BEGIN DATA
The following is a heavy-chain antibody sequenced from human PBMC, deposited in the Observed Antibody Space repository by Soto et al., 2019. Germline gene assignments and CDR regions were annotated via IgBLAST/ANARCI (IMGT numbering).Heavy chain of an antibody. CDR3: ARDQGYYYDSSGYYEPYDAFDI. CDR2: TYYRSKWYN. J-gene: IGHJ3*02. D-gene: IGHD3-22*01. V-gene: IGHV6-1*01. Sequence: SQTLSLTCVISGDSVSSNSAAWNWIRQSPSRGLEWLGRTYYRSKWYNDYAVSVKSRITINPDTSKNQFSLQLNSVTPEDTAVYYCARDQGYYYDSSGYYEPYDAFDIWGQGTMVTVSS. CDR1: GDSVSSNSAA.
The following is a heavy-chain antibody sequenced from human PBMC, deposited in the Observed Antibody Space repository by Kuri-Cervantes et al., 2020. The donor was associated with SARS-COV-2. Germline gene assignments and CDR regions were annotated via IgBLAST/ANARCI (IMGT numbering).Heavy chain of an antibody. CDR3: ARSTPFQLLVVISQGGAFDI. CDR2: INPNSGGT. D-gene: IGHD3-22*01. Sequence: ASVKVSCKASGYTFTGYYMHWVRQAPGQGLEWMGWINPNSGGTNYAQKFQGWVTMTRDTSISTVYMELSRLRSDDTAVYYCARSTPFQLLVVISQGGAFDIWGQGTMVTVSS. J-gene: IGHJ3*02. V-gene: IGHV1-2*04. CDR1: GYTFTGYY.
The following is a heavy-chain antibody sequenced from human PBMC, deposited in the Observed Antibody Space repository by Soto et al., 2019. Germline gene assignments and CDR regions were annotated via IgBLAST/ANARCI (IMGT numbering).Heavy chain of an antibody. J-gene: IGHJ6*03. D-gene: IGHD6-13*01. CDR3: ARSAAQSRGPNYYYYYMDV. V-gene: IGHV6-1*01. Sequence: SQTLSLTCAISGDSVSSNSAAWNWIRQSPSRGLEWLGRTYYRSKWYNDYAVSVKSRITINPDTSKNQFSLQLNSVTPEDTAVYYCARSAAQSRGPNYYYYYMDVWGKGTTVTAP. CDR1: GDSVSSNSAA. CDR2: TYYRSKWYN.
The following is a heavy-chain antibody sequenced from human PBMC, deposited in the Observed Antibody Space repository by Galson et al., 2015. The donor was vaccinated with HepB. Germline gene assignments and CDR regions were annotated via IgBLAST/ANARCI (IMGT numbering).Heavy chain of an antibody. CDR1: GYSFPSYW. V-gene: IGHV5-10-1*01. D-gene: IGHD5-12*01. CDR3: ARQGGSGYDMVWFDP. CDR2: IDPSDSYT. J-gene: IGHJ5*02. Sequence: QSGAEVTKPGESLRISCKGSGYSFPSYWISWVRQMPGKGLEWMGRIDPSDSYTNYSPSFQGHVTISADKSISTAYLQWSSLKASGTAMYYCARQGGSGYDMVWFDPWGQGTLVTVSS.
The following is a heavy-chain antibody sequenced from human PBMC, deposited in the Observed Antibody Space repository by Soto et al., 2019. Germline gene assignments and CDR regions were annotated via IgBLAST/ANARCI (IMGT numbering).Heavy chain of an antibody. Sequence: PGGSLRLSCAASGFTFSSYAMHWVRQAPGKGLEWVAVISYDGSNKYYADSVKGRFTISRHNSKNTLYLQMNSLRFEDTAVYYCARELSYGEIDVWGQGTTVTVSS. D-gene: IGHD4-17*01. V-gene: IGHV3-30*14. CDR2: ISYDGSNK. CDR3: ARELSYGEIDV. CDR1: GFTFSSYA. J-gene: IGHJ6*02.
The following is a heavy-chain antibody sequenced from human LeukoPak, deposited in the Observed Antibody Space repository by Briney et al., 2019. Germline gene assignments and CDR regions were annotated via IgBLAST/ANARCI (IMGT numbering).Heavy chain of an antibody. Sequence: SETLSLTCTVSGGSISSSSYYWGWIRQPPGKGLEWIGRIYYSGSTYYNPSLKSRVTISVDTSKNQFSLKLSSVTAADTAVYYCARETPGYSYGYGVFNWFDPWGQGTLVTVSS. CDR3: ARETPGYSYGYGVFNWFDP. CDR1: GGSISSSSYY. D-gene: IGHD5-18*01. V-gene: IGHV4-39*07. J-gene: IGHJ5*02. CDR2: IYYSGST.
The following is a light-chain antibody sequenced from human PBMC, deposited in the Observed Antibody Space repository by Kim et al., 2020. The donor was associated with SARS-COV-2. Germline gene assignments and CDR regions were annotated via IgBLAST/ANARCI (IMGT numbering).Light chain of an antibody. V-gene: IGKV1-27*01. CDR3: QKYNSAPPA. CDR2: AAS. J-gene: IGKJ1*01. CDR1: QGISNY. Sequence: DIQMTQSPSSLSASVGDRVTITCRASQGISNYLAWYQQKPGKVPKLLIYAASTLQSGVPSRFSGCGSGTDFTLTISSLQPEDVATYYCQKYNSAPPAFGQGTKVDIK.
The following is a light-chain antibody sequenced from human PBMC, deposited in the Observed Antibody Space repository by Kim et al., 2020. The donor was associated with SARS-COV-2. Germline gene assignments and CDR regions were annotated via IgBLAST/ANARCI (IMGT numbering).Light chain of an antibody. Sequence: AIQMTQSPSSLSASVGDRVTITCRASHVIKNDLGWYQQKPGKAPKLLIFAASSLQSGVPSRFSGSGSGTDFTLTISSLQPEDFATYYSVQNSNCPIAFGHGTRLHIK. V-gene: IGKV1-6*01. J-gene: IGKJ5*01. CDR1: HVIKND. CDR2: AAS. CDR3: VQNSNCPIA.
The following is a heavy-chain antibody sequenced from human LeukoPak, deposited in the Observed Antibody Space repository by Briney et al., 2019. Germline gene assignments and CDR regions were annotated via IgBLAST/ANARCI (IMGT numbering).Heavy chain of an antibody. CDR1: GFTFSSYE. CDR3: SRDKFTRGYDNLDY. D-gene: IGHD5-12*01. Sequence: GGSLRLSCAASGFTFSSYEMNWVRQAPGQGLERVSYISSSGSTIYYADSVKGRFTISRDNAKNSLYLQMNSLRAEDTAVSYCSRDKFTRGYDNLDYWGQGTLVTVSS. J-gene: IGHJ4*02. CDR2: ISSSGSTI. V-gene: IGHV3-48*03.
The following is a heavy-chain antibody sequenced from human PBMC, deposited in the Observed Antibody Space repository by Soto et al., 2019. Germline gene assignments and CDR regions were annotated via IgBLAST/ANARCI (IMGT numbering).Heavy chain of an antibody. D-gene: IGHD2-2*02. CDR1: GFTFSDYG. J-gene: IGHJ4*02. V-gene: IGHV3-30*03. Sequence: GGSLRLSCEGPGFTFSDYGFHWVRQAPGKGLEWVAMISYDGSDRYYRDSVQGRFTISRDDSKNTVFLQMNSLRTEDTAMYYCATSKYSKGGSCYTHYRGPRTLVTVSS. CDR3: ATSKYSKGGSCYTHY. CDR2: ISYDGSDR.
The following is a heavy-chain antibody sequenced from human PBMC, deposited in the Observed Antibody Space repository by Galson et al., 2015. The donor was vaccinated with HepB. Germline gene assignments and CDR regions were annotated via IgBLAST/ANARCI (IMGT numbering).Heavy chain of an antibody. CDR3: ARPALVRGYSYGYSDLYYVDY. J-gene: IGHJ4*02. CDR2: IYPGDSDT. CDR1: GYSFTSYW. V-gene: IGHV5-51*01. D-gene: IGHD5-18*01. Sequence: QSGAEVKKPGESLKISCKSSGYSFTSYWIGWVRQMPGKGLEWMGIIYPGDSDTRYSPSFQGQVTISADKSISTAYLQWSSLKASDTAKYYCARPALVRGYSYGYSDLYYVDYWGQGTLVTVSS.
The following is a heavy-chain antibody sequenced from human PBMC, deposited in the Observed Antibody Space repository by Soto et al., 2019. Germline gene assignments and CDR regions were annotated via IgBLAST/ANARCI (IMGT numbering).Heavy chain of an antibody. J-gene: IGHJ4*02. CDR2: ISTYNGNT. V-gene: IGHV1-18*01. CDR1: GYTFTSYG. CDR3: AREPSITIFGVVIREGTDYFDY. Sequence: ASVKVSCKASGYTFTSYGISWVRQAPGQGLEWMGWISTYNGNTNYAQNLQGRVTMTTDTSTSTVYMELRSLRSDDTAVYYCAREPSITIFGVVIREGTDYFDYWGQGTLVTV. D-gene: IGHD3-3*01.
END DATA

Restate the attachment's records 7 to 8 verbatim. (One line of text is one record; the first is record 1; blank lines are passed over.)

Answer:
The following is a light-chain antibody sequenced from human PBMC, deposited in the Observed Antibody Space repository by Kim et al., 2020. The donor was associated with SARS-COV-2. Germline gene assignments and CDR regions were annotated via IgBLAST/ANARCI (IMGT numbering).Light chain of an antibody. V-gene: IGKV1-27*01. CDR3: QKYNSAPPA. CDR2: AAS. J-gene: IGKJ1*01. CDR1: QGISNY. Sequence: DIQMTQSPSSLSASVGDRVTITCRASQGISNYLAWYQQKPGKVPKLLIYAASTLQSGVPSRFSGCGSGTDFTLTISSLQPEDVATYYCQKYNSAPPAFGQGTKVDIK.
The following is a light-chain antibody sequenced from human PBMC, deposited in the Observed Antibody Space repository by Kim et al., 2020. The donor was associated with SARS-COV-2. Germline gene assignments and CDR regions were annotated via IgBLAST/ANARCI (IMGT numbering).Light chain of an antibody. Sequence: AIQMTQSPSSLSASVGDRVTITCRASHVIKNDLGWYQQKPGKAPKLLIFAASSLQSGVPSRFSGSGSGTDFTLTISSLQPEDFATYYSVQNSNCPIAFGHGTRLHIK. V-gene: IGKV1-6*01. J-gene: IGKJ5*01. CDR1: HVIKND. CDR2: AAS. CDR3: VQNSNCPIA.